3. Look for teachable moments—and be open to learning along with your kids.
When appropriate, discuss personal or national stories about cyber bullying, privacy, and other online risks with the whole family. Use these events as icebreakers for conversations about what is and isn’t okay online—and what you and your child can do during an unsafe situation. Ask how your child might respond to certain incidents, and invite feedback about how you can best help them with any issues online. Remember that both of your responses are likely to change as your kids age, so keep these dialogues ongoing.

4. Cultivate an environment of awareness and understanding around mental illness.
Children with depression, anxiety and other psychological conditions are often targets for bullies, and shame and secrecy can only make things worse. Fortunately, you can help de-stigmatize these illnesses in your own home by educating yourself and your kids about their causes and effects. Reinforce that mental illness is just like any other in that it revolves around physical changes – in this case, changes in brain chemistry. If your child or someone they know is struggling with mental illness, make sure they get the right help—and emphasize that their symptoms don’t make them a bad or flawed person. Modeling positive behavior can eliminate stigma where it most counts: your home.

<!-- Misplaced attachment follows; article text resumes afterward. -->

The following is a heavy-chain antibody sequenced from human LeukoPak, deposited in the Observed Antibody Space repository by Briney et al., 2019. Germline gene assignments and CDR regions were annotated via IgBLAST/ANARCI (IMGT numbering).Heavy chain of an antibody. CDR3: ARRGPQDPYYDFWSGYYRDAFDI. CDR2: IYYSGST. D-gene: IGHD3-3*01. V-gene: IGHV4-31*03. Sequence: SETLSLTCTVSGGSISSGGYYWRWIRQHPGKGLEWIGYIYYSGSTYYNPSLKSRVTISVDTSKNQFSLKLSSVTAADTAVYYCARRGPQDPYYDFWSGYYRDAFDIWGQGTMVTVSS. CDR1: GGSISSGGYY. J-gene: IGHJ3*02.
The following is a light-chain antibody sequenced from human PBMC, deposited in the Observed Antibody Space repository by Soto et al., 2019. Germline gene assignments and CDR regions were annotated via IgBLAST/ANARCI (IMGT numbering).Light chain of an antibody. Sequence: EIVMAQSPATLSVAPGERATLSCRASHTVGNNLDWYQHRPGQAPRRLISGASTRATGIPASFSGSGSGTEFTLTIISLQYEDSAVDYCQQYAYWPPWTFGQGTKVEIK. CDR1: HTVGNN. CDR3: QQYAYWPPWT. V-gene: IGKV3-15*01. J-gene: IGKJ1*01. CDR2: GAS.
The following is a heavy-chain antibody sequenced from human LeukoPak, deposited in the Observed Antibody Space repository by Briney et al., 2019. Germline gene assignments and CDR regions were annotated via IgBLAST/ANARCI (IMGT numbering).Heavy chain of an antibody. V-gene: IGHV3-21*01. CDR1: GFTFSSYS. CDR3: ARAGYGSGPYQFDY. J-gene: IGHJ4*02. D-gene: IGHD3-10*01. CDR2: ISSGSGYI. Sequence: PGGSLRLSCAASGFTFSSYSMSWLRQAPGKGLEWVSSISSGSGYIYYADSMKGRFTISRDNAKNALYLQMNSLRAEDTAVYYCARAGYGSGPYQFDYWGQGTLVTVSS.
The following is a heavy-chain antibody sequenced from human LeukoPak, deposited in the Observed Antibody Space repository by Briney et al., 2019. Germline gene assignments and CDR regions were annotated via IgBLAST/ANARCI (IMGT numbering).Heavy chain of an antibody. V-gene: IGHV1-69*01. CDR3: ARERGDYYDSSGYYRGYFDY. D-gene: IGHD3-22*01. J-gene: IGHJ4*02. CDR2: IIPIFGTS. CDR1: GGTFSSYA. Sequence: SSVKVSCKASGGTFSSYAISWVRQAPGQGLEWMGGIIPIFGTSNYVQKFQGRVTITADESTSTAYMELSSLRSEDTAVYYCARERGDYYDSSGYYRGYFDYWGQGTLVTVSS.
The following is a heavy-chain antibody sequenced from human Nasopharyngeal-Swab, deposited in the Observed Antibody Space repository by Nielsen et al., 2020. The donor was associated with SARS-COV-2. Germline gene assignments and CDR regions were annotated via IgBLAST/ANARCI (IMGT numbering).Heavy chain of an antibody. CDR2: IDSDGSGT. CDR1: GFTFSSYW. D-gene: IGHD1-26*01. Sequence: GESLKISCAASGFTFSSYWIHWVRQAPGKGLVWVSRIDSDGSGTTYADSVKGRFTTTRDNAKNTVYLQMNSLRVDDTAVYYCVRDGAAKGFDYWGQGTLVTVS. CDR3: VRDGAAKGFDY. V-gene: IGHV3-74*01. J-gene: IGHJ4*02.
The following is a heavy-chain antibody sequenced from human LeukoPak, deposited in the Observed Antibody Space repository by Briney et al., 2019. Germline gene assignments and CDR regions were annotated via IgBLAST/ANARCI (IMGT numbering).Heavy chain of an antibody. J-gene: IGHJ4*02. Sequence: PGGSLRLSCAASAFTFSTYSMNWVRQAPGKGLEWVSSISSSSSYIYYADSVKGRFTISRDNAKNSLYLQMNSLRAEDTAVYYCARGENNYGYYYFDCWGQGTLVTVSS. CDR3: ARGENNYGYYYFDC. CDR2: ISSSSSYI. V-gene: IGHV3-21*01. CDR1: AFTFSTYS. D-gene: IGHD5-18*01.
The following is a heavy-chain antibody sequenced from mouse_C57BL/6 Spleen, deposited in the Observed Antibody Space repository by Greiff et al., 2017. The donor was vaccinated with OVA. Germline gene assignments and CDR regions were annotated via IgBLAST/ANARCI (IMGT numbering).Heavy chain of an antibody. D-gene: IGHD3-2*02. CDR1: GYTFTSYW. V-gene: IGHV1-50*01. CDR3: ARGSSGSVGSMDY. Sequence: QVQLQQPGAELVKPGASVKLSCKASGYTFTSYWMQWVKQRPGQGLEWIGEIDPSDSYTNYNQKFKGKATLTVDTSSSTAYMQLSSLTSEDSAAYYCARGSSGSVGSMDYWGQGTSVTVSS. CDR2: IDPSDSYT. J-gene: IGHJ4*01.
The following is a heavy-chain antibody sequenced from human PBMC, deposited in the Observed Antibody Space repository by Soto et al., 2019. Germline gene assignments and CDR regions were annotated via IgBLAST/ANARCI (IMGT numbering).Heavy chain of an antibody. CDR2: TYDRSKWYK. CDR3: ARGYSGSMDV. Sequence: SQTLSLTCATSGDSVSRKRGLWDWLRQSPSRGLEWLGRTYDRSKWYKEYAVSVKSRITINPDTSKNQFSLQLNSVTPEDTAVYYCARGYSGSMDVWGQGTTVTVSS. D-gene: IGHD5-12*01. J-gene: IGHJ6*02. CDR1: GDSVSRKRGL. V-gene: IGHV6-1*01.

During: Spot and Stop Cyber Bullying

5. Monitor for behavior changes.

Isolation, withdrawal, and aversion to activities or social situations your child previously enjoyed can all be red flags for cyber bullying. Unless it’s an extreme circumstance, though, it’s rarely advisable to betray your child’s trust by scrolling through their text messages or private communications without their knowledge. This can easily backfire and lead to even more secretive behavior.

6. Be aware of how much time your child is spending online, or with their personal devices.

If you spot an uptick in online activity, or note that your child seems increasingly or emotionally preoccupied with their phone or computer, it could be a warning sign. If you do need to check your child’s online account, but don’t have a prior agreement where your child knows you might do so, it’s usually best to discuss your concerns and plans with them beforehand (or immediately afterward, if the situation is truly urgent). Express why you feel or felt it was necessary to take action, and involve them in figuring out what to do next.